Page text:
Neoanti­gens beck­on Mer­ck in­to a $200M can­cer col­lab­o­ra­tion with Mod­er­na

Now that Gale­na has added fresh ev­i­dence that first-gen can­cer vac­cines make for a poor R&D pro­gram, Mer­ck is bet­ting $200 mil­lion up­front that the next-gen neoanti­gen ap­proach to per­son­al­ized can­cer vac­cines can suc­ceed where all else has failed.

Mer­ck is ty­ing up with the mR­NA spe­cial­ists at Cam­bridge, MA-based Mod­er­na, which has inked a long line­up of mar­quee part­ner­ships. The big idea here is that each per­son’s can­cer cells present unique “neoanti­gens” that can be used to tai­lor a can­cer vac­cine for each pa­tient.

That’s a rad­i­cal idea that has gained con­sid­er­able steam in re­cent months, with Grit­stone and Neon Ther­a­peu­tics — paired now with Bris­tol-My­ers on Op­di­vo — round­ing up sig­nif­i­cant ven­ture cash. Biotech bil­lion­aire Patrick Soon-Sh­iong has al­so jumped in­to the game, in­clud­ing it in its grow­ing slate of can­cer R&D work in a group of star­tups.

Mod­er­na says it has al­ready set up a man­u­fac­tur­ing sys­tem that can be used to cre­ate these per­son­al­ized vac­cines in a mat­ter of weeks. And Mer­ck will use the part­ner­ship to ad­vance new com­bi­na­tion ther­a­pies that in­clude its check­point in­hibitor Keytru­da.

The way the deal works, Mod­er­na notes in its state­ment, is that Mer­ck can step up af­ter it sees some ev­i­dence in hu­mans that the tech is work­ing as planned. Af­ter hu­man proof-of-con­cept, if Mer­ck wants to opt in they can pay a sig­nif­i­cant mile­stone and then both com­pa­nies can share the cost on Phase III and com­mer­cial­iza­tions, prof­it­ing equal­ly.

Mod­er­na CEO Stéphane Ban­cel says they can jump in­to the clin­ic next year.

The deal marks an­oth­er rare pact by Mer­ck R&D chief Roger Perl­mut­ter, who’s been care­ful­ly

Roger Perl­mut­ter, Pres­i­dent, Mer­ck Re­search Lab­o­ra­to­ries

fo­cused on mak­ing Keytru­da a foun­da­tion fran­chise that can sus­tain the com­pa­ny for years to come. While Mer­ck has been a cou­ple of steps be­hind Bris­tol-My­ers in gain­ing mar­ket share, Perl­mut­ter’s not set­tling for a sec­ond place fin­ish.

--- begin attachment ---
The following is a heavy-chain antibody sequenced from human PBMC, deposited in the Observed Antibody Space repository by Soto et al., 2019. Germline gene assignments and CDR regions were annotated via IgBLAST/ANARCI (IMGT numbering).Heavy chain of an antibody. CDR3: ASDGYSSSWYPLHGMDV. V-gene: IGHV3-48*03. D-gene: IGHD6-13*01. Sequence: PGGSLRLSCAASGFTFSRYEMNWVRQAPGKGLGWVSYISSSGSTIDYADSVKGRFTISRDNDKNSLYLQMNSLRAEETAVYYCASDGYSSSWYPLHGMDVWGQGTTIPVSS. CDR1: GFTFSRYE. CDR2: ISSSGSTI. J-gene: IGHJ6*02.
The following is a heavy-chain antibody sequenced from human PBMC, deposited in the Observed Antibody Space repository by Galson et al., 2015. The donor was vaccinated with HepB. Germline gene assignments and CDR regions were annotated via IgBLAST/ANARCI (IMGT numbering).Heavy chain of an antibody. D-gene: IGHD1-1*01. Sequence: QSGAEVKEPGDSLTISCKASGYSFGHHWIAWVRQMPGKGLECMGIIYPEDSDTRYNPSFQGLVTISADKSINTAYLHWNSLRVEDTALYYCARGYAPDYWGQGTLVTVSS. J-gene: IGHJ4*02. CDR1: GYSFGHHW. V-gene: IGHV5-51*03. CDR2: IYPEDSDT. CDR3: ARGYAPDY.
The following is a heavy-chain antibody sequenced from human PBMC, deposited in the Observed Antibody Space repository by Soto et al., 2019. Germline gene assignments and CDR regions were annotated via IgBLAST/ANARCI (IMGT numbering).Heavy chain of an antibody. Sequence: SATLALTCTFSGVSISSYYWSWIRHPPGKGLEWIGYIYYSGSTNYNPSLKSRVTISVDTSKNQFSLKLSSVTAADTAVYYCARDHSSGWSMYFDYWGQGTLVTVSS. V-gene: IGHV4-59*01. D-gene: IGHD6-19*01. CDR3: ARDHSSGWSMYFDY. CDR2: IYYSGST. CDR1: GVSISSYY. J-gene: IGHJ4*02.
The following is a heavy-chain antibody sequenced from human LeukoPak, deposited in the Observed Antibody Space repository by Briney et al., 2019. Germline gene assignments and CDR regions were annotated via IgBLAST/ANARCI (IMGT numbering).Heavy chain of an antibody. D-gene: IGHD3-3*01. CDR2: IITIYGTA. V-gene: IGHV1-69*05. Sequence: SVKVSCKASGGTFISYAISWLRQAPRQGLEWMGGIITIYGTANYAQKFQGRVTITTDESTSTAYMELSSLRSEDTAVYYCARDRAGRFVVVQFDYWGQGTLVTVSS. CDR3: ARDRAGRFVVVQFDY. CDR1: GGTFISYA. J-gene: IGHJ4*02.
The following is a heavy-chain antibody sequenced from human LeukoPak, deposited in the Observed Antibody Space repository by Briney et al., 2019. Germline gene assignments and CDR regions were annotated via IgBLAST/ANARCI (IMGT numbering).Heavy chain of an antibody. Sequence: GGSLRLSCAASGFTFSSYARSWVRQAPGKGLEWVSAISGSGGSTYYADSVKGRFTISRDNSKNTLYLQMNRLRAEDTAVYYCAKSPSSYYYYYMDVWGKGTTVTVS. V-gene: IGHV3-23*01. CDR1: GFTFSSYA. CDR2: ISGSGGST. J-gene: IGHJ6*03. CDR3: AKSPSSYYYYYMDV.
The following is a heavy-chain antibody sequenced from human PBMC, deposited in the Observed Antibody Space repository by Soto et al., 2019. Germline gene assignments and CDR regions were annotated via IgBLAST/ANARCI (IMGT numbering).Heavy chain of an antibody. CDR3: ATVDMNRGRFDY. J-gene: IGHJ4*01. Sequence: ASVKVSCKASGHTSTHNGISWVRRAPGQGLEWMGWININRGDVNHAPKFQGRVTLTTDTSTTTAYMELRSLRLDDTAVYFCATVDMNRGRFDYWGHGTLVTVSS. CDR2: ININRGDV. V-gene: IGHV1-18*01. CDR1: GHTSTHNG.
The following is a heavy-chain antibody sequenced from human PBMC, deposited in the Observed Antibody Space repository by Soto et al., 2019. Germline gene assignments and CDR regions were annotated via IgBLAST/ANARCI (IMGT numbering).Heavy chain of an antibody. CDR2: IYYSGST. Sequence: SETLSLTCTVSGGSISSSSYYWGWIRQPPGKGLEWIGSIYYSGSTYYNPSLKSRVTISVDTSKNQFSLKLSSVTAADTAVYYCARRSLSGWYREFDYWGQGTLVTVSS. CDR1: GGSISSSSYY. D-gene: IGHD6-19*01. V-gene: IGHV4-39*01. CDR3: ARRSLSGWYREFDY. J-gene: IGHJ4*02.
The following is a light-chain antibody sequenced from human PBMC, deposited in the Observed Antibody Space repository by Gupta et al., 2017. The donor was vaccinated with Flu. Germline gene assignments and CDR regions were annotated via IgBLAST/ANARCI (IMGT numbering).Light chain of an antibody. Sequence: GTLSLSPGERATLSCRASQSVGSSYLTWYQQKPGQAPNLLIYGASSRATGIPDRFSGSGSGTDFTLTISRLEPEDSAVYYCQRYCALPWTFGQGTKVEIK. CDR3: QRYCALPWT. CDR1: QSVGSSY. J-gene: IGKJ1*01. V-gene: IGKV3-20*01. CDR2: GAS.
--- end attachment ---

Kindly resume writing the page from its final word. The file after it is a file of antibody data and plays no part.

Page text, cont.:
“Com­bin­ing im­munother­a­py with vac­cine tech­nol­o­gy may be a new path to­ward im­prov­ing out­comes for pa­tients,” said Perl­mut­ter, pres­i­dent, Mer­ck Re­search Lab­o­ra­to­ries. “While the area of per­son­al­ized can­cer vac­cine re­search has faced chal­lenges in the past, there have been many re­cent ad­vances, and we be­lieve that work­ing with Mod­er­na to com­bine an im­muno-on­col­o­gy ap­proach, us­ing KEYTRU­DA, with mR­NA-based per­son­al­ized can­cer vac­cines may have the po­ten­tial to trans­form the treat­ment of can­cer.”

Hal Barron, GSK

Break­ing the death spi­ral: Hal Bar­ron talks about trans­form­ing the mori­bund R&D cul­ture at GSK in a crit­i­cal year for the late-stage pipeline

Just ahead of GlaxoSmithKline’s Q2 update on Wednesday, science chief Hal Barron is making the rounds to talk up the pharma giant’s late-stage strategy as the top execs continue to woo back a deeply skeptical investor group while pushing through a whole new R&D culture.

And that’s not easy, Barron is quick to note. He told the Financial Times:

I think that culture, to some extent, is as hard, in fact even harder, than doing the science.

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Aca­dia is mak­ing the best of it, but their lat­est PhI­II Nu­plazid study is a bust

Acadia’s late-stage program to widen the commercial prospects for Nuplazid has hit a wall. The biotech reported that their Phase III ENHANCE trial flat failed. And while they $ACAD did their best to cherry pick positive data wherever they can be found, this is a clear setback for the biotech.

With close to 400 patients enrolled, researchers said the drug flunked the primary endpoint as an adjunctive therapy for patients with an inadequate response to antipsychotic therapy. The p-value was an ugly 0.0940 on the Positive and Negative Syndrome Scale, which the company called out as a positive trend.

Their shares slid 12% on the news, good for a $426 million hit on a $3.7 billion market cap at close.

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Some Big Phar­mas stepped up their game on da­ta trans­paren­cy — but which flunked the test?

The nonprofit Bioethics International has come out with their latest scorecard on data transparency among the big biopharmas in the industry — flagging a few standouts while spotlighting some laggards who are continuing to underperform.